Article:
Position Your Search Front and Center This is the primary reason users come to your library website. Make sure you only have one search engine visible at a time. Tabbed boxes work well if you want to make the best use of your prime area above the fold. We are currently doing a trial for EBSCO Discovery Service, so it was important to keep that accessible. Our Library Director wanted to see the research guides above the fold and I was having a hard time envisioning how to do that. I decided to try creating widgets and it’s turned out to be a great addition for our users. Without the widgets, folks would need to drill down to the guides landing page, then click on the subject and then on the specific guide. Now, they can choose the guide and in one click access the information needed. If you haven’t tried creating widgets for your LibGuides, put this on your to-do-now list! Remember: users also scan and skim in an F or E shape, so try to keep important content along those sight lines.
Tabbed Boxes to the Rescue Because I wanted to make the most of the top area of my main column, I used a tabbed box for the following: our OPAC search box, EDS search box, research guides, citation guide, and information on how to create an account for our NYT GroupPass and other major periodicals. That’s quite a lot of information sharing “prime real estate” on the portal.
Pare Down Your Navigation The more navigation tabs you have on your site, the less intuitive your site will be. The new Kent library website was designed as a single page, forgoing tabs. I prefer to have all of my links located on one page so my users will have fewer navigation decisions to make. Although it’s tempting to add as much information and links as will fit, this will overwhelm your user and can lead to cognitive overload, never a good state of mind. Choose five or six main categories to link out to. And avoid the endless scroll – it can be frustrating to scroll back and forth to find what you need. Above the fold is prime real estate, take advantage of that. I keep my search boxes and guide widgets front and center and then work out from there adding additional resources.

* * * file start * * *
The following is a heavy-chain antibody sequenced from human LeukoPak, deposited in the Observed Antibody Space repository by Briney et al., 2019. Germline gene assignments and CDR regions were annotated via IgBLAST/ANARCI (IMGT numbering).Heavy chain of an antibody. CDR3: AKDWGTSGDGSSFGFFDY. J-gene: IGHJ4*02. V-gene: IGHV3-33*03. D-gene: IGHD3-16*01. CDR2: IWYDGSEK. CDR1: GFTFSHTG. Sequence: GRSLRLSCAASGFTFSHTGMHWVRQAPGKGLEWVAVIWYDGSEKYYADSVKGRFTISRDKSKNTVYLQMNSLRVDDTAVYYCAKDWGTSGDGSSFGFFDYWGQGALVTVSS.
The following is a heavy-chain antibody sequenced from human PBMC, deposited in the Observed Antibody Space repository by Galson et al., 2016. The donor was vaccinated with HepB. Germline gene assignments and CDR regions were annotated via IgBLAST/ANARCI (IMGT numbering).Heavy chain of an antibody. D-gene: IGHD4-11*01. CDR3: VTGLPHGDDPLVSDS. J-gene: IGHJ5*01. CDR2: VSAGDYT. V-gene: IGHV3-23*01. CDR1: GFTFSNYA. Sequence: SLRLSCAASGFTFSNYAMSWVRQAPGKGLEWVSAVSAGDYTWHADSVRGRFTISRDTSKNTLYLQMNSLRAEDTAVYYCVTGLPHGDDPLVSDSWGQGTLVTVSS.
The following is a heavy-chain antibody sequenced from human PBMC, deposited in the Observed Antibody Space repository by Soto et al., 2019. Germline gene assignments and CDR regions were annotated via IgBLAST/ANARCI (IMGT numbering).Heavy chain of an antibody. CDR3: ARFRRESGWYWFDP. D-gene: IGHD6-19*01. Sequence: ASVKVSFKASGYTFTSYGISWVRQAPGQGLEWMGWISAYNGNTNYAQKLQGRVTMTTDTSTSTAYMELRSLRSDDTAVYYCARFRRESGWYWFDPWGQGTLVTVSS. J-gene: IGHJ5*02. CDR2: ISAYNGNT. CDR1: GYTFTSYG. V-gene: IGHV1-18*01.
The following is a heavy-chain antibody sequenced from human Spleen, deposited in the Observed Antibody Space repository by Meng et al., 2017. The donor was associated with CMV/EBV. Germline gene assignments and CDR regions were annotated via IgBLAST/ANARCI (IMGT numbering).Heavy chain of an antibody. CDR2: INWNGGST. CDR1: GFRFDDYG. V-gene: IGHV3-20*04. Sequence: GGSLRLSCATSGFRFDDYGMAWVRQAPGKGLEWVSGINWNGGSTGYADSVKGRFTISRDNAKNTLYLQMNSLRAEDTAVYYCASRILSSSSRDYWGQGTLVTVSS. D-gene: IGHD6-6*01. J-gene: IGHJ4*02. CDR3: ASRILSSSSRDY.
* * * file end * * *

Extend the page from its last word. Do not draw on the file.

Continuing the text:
Do Include the Most Important Information Hours, early closings, room reservations, contact information, and news and events should be listed, if possible. Don’t overwhelm your site with lengthy descriptions. Keep them short and to-the-point. I have organized information about our library in one tabbed box: hours, staff, map, and a link to our Academic Resource Center. We don’t have online room reservations, but if we did, I would try to include it there. At some point common sense has to prevail. You will get lots of feedback about what should be on the site, so be prepared to give it your full consideration, but also be ready to exclude something if it falls outside the scope of your vision.
Tabbed Boxes to the Rescue, Again Again, the tabbed box in our left column let me fit four times the information in the same amount of space.
Avoid Jargon or “Librarian-speak” Boolean, full-text HTML, trade publications – this is confusing terminology for most users. I love to nerd out over jargon, but when possible, use informal and conversational language. Instead of ‘Catalog’ try ‘Find a Book’. Your usability study will help identify confusing and off-putting language.
Step Five | Test Early – Test Often
Finally, you have your prototype. At this point, the only way you will know if you hit the mark with your website is to conduct usability tests with your community. It takes a surprisingly small pool of users to find your website’s weak spots. It’s important to remember, usability testing isn’t a “one and you’re done” thing. You must “test early – test often” to find issues and improve the user-experience of your site. So how exactly does a usability test work?
Find a Handful of Users You don’t need to have dozens of users to test your site. Nielsen (2012) found that five users representing your user groups, i.e., faculty, students, etc. is enough to find the flaws. Give your testers small incentive items such as a gift card for Starbucks, your bookstore, etc. for taking the time to help you improve the library’s website.
Ask Them to Perform Typical Tasks First, identify three to five tasks your users do on a regular basis. These are called representative tasks and need to be realistic and actionable (Nielsen 2012). Create a scenario around the tasks (or activities) and ask users to complete them. Let your users know that you are testing the site and not them.